Disenfranchisement in Florida
In November 2018, nearly 65 percent of Florida voters approved Amendment 4, a constitutional amendment that automatically restored voting rights to most Floridians with past convictions who had completed the terms of their sentence. Shortly thereafter, in June 2019, Gov. Ron DeSantis signed Senate Bill 7066 into law, prohibiting returning citizens from voting unless they pay off certain legal financial obligations (LFOs) imposed by a court pursuant to a felony conviction.
The Brennan Center and other civil and voting rights groups filed a lawsuit challenging the law. The trial court found Florida’s “pay-to-vote system” unconstitutional, in part because it is often not possible to determine whether a returning citizen is eligible to vote because the State does not reliably or consistently track data on LFOs. However, the en banc Eleventh reversed and vacated the lower court’s ruling. More information about this lawsuit can be found here.
On August 8, 2022, following reports of a state attorney in Alachua County prosecuting 10 returning citizens for allegedly registering and voting in 2020 while ineligible because of outstanding LFOs, the Brennan Center, the ACLU of Florida, the ACLU, and the NAACP Legal Defense Fund created a resource for lawyers and advocacy groups to help returning citizens determine if they are eligible to vote. Please note this resource is not intended for the general public and should not be relied upon as legal advice. It should be used in consultation with a lawyer or another expert who is able to interpret Florida’s voting rules, and it is intended to serve as a starting point for assisting a returning citizen with determining whether they are eligible to register and vote.
The History of Amendment 4
Prior to Amendment 4, Florida’s constitution permanently disenfranchised all citizens who had been convicted of any felony offense unless the Clemency Board restored their voting rights – a process that will now apply to those who have not had their rights restored by Amendment 4, including anyone convicted of murder or felony sexual offenses. Between 2010 and 2016, the number of disenfranchised Floridians grew by nearly 150,000 to an estimated total of 1,686,000. In 2016, more than one in five of Florida’s Black voting-age population was disenfranchised.
After years of advocating for change with the courts and governors’ offices, the Brennan Center joined with the Florida Rights Restoration Coalition and others to draft Amendment 4 and push for its inclusion on the 2018 ballot.
On January 23, 2018, Floridians for a Fair Democracy announced that their campaign, Florida Second Chances, had surpassed the 766,200 signature threshold to get Amendment 4 on the 2018 ballot. For the next 10 months, the campaign worked to build a massive groundswell of bipartisan support that culminated in the Amendment’s passage on November 6, 2018. Amendment 4 went into effect on January 8, 2019.
For more information about applying for clemency, the Clemency Board’s website can be accessed here.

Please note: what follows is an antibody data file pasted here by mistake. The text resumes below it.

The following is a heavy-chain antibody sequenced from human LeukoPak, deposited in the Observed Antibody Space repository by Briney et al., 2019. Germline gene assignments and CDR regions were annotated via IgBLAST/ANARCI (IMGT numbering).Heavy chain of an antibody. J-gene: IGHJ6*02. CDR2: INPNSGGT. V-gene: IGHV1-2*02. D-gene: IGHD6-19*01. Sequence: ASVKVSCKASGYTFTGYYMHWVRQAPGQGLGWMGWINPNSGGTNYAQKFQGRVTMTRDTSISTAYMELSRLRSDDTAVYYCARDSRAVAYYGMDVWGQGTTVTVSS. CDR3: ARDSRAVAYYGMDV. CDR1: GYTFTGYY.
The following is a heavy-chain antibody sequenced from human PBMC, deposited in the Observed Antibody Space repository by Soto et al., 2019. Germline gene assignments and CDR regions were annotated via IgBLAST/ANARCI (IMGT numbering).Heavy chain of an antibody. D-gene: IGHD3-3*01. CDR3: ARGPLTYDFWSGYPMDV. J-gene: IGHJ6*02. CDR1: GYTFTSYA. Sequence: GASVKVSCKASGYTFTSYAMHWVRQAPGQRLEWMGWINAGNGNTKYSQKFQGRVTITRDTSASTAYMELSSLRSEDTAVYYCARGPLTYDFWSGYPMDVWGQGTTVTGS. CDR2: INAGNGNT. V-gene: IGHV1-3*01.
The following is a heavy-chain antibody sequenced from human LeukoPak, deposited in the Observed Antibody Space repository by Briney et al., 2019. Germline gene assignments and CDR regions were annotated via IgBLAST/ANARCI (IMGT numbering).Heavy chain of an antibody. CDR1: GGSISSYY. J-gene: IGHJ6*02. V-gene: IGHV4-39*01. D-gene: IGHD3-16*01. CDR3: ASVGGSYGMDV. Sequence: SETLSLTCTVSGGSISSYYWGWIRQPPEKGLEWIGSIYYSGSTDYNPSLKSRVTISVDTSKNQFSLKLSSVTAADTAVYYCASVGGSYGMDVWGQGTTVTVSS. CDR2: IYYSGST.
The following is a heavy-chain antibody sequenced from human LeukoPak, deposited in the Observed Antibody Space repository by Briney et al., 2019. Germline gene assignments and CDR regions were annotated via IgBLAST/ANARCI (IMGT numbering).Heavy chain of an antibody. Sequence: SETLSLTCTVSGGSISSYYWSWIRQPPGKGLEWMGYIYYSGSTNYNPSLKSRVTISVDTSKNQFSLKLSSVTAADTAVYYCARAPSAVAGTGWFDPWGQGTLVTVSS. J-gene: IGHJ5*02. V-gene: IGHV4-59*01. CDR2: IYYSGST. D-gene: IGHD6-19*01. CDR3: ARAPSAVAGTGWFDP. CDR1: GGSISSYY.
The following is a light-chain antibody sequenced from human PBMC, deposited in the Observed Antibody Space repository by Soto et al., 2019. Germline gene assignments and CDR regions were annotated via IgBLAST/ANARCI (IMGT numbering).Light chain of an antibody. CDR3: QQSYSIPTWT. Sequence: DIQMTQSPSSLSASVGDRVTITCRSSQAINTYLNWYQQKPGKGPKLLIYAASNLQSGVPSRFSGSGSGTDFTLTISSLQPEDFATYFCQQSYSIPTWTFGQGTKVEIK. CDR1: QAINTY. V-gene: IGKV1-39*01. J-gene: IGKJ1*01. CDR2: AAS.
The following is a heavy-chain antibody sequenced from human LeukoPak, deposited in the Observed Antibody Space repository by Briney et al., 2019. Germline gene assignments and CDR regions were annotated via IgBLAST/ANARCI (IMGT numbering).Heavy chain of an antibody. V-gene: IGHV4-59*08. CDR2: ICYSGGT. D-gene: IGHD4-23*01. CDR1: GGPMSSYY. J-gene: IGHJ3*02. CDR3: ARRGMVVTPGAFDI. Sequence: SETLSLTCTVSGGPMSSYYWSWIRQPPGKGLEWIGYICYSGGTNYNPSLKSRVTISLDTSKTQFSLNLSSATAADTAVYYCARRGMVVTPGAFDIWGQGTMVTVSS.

Rights Restoration Developments Before Amendment 4
In 2000, the Brennan Center and co-counsel, representing more than 600,000 citizens, filed a lawsuit – Johnson v. Bush – challenging Florida’s permanent disenfranchisement constitutional provision under the Fourteenth and Fifteenth Amendments of the U.S. Constitution and the Voting Rights Act of 1965. In 2005, despite evidence that Florida’s constitutional provision was rooted in 19th-century efforts to evade the mandate of the Fifteenth Amendment and deny Black men the right to vote, the Eleventh Circuit Court of Appeals allowed the law to stand.
In April 2007, then-Gov. Charlie Crist took an incremental step towards reform when he issued revised rules of executive clemency. Notably, this change created automatic rights restoration for people completing sentences for certain felony convictions. A year later, in 2008, Gov. Crist’s office announced that over 115,000 Floridians had regained voting rights since the new rules were implemented.
In March 2011, then-Gov. Rick Scott eliminated Gov. Crist’s reforms and created additional barriers for people seeking to have their voting rights restored. The Brennan Center and other national civil rights organizations strongly opposed the plan in a joint letter to the Clemency Board. The American Probation and Parole Association also submitted its own letter encouraging the Board to maintain Gov. Crist’s clemency reforms. The Governor’s regressive move set the stage for the effort to ultimately pass Amendment 4 years later.
Brennan Center Materials
- Restoring the Right to Vote, Erika Wood (2009)
- The Brennan Center’s policy proposal for restoring voting rights for citizens with past criminal convictions.
- My First Vote (2009)
- Testimonials of individuals who regained their voting rights after being disenfranchised because of past criminal convictions.
- De Facto Disenfranchisement, Erika Wood & Rachel Bloom (2008)
- A report on how complex laws, poorly informed officials, and misinformation lead to the de facto disenfranchisement of citizens with past criminal convictions who are eligible to vote.
- Racism & Felony Disenfranchisement: An Intertwined History, Erin Kelley (2017)
- A piece examining the historical roots of criminal disenfranchisement laws that today strip voting rights from millions of U.S. citizens.
For more information about the Brennan Center’s work on Restoring Voting Rights in Florida, please contact Derek Paulhus, at firstname.lastname@example.org.